Running the Inquisition Ledges

Saturday, November 28, 2015

Day after Turkey Paddle - Charles River in Millis - November 27, 2015

I was back on the Charles River yesterday for a "Day after Turkey" paddle with Earl. We put in at Dwight Street in Millis and paddled upstream a couple of miles while Earl looked for geochaches.  The caching was not successful (0 for 3), but the paddling was nice.   We then paddled downstream past Route 109 to take out atWest Street.  It was a little cloudy, but otherwise a great day. 
Earl heads downstream

Monday, November 23, 2015

Pemigewasset - Woodstock to Campton - November 21, 2015

Me and Jonathan
It wasn’t the best weather for paddling, but I’ve paddled in worse.  Sometimes you just need to get out when the river is up.

I’ve wanted to paddle the section of the Pemi below the Ledges in Woodstock for a while, but it can be tough to catch. Last week’s rain brought the river up, so I sent an email to Doug D. to see if he would be interested. A Facebook post hooked me up for some tandem paddling with Jonathan. 

Blair Bridge
We ran the section from the Ledges at the Route 175 Bridge in Woodstock to the Blair Bridge in Campton – about 14 miles.  The river is shallow with gravel bars and cobbles along the banks.  I’d say that we caught a medium-low level - 3.5 feet, 650 cfs. on the Woodstock gage - mostly flatwater with a few quickwater rips.

It remained overcast throughout the day with low-hanging clouds hugging the ground.  Every now and again we would turn around and catch a beautiful view of the White Mountains shrouded in clouds.  We probably should have turned around more often. It took us about 4 ½ hours to paddle the 14 miles. There was no rush - we took our time and enjoyed views, and then enjoyed a beer and a burger at the Country Cow near the take out.  Another great day.

White Mountains shrouded in clouds

Sunday, November 1, 2015

White Rock Dam removal on the Pawcatuck - November 1, 2015

Heading downstream
The restoration of the Pawcatuck River took another step forward this fall with the removal of the White Rock Dam in Westerly.  For nearly 250 years, this dam at the lower end of the Pawcatuck River has blocked upstream passage to Rhode Island’s largest watershed. The dam has now been removed in an on-going effort to return the Pawcatuck to something close to its natural state.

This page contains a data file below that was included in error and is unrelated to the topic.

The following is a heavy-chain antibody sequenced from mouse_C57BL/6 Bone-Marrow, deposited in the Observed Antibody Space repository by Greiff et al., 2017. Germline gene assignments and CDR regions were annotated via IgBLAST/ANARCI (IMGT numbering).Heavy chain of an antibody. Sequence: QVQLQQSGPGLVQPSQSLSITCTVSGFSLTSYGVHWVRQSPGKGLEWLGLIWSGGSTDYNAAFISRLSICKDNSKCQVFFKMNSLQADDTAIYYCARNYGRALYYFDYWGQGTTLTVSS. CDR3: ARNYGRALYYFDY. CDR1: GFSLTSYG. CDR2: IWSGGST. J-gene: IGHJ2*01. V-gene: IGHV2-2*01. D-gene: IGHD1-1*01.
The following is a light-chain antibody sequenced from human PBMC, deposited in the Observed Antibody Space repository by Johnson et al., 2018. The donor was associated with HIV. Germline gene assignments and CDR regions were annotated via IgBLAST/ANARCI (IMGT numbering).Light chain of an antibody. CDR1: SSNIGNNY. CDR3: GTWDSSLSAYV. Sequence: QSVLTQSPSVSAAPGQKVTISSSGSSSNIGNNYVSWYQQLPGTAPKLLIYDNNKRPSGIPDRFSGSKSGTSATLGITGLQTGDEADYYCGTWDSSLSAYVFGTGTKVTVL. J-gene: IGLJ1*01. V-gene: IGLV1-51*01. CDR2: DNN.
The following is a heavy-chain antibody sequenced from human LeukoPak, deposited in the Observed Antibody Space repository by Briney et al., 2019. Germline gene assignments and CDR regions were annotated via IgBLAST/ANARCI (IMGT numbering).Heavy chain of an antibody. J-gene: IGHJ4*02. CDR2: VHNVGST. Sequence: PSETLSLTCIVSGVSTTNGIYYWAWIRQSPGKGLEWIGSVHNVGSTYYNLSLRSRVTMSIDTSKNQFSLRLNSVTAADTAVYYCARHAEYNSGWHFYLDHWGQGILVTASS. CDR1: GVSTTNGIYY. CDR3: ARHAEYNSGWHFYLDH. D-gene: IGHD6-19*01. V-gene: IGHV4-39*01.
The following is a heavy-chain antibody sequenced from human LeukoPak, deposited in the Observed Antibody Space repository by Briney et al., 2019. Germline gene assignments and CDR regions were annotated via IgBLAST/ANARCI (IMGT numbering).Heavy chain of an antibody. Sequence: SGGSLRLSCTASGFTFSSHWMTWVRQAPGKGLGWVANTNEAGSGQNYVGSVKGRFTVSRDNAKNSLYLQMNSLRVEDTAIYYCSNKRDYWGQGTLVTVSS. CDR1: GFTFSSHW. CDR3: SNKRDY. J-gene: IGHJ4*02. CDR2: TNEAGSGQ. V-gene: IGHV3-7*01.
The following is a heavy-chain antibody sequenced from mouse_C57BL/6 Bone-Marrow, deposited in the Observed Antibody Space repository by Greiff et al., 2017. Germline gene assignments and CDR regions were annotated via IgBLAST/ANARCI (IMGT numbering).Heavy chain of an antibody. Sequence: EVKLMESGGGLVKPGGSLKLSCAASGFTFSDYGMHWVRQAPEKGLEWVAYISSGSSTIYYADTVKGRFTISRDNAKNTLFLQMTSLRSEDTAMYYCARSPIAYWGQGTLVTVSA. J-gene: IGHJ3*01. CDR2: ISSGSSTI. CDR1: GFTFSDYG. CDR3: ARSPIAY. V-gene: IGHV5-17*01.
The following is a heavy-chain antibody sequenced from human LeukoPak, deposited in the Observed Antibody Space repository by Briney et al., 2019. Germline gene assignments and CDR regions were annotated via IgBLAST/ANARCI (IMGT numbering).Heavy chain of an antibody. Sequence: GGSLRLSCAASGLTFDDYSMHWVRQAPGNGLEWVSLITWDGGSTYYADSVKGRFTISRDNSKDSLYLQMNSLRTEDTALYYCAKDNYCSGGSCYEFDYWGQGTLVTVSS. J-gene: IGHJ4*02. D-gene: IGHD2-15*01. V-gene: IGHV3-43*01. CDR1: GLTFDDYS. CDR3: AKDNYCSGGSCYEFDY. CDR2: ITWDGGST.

The original dam at the White Rock site was built in 1770.  It was replaced in 1888 by a stone crib dam, and much of the river’s flow was redirected down a granite-lined raceway to the White Rock Mill. When the old stone crib dam washed away in the 1938 hurricane, it was replaced with a 6-foot tall concrete dam that stretched 108 feet across the river.

Checking out the old raceway
With the recent removal of this concrete dam complete, I joined a small group of paddlers who wanted to check out the new course of the river.  For the third week in row I would be paddling tandem - this time with Bill in the Mohawk.  We put in at the new access off Post Office Lane below the Potter Hill Dam, and took out on White Rock Road just upstream of the Route 78 bridge.  The river was 4.5 feet, 200 cfs. on the Westerly gage - just enough water to keep us floating.

We paddled down to White Rock and found all that remained of the old dam were the stone abutments on river left. The restored riverbed is nice, but not as exciting as a run through the old raceway.  The old raceway was high and dry, but is not being removed.  A barrier will be built at the top that will allow water to flow into the channel during high water.